White Oak Transp. Co. v. Boston, C.C. & N.Y. Canal Co.,
258 U.S. 341 (1922)

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U.S. Supreme Court

White Oak Transp. Co. v. Boston, C.C. & N.Y. Canal Co., 258 U.S. 341 (1922)

White Oak Transportation Company v.

Boston, Cape Cod & New York Canal Company

Nos. 116, 124

Argued March 1, 1922

Decided April 10, 1922

258 U.S. 341


Where a large steamship, heavily laden and awkward to steer, traversing a canal, sheered to one bank and then the other, grounded, sprang a leak, and, despite efforts first to hold and lighten and then to tow her through, sheered again to the other bank and sank, becoming a total loss with her cargo, held, upon the findings and evidence --

(1) That the master was not to blame for not displacing a canal pilot after the first accident and for permitting the vessel to proceed, before slack water, not fully pumped out and with her cargo unadjusted, in view of the canal company's regulations, the directions of its superintendent, and the situation and consensus of opinion existing at the time. P. 258 U. S. 344.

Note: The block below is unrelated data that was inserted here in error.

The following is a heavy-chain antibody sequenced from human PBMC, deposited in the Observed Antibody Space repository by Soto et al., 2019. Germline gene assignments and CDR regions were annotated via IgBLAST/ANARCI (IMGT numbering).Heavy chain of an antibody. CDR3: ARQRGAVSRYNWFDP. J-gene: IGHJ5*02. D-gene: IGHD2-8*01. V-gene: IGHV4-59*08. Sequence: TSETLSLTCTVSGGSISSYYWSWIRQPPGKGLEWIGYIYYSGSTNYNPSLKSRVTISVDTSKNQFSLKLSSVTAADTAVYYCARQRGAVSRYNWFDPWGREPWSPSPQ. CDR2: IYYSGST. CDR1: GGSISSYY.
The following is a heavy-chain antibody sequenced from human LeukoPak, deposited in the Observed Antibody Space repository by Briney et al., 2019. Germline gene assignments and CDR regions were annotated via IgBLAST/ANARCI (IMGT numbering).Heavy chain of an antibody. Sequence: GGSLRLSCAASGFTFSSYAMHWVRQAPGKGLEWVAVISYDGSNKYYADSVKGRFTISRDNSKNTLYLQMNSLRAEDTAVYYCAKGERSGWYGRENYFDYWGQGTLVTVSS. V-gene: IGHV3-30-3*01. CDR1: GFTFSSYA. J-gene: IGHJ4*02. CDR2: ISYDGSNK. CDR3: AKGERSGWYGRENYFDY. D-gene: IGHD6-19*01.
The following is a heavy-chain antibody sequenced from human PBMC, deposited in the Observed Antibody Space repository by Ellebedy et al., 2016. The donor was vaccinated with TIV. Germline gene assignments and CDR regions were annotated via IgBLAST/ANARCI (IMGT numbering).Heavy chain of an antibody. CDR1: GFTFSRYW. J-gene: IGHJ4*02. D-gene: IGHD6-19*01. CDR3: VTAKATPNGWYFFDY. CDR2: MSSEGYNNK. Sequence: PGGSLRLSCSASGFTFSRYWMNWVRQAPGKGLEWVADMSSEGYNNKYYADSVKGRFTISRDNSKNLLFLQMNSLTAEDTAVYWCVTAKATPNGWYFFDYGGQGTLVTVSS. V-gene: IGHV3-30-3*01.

(2) That the loss was attributable to the joint negligence of the canal company and the master in attempting to pass such a vessel through the canal. P. 258 U. S. 345.

(3) That all the damages, arising from the loss of the vessel and its cargo, injury to the canal, and obstruction of the canal business should be divided equally between the canal company and the vessel owner. P. 258 U. S. 345.

(4) The cargo owner, having proceeded only against the canal company, was entitled to a decree for the full amount of its loss against that company. P. 258 U. S. 345.

265 F. 538, 267 F. 176, reversed.

Certiorari to decrees of the circuit court of appeals, the one holding the petitioner Transportation Company liable to the respondent Canal Company for damages found to have resulted from negligence of the petitioner in the management of its vessel in the respondent's canal,

Page 258 U. S. 342

the other exonerating the respondent Canal Company from liability to the petitioner Coal Company for the loss of a cargo contained in the same vessel.

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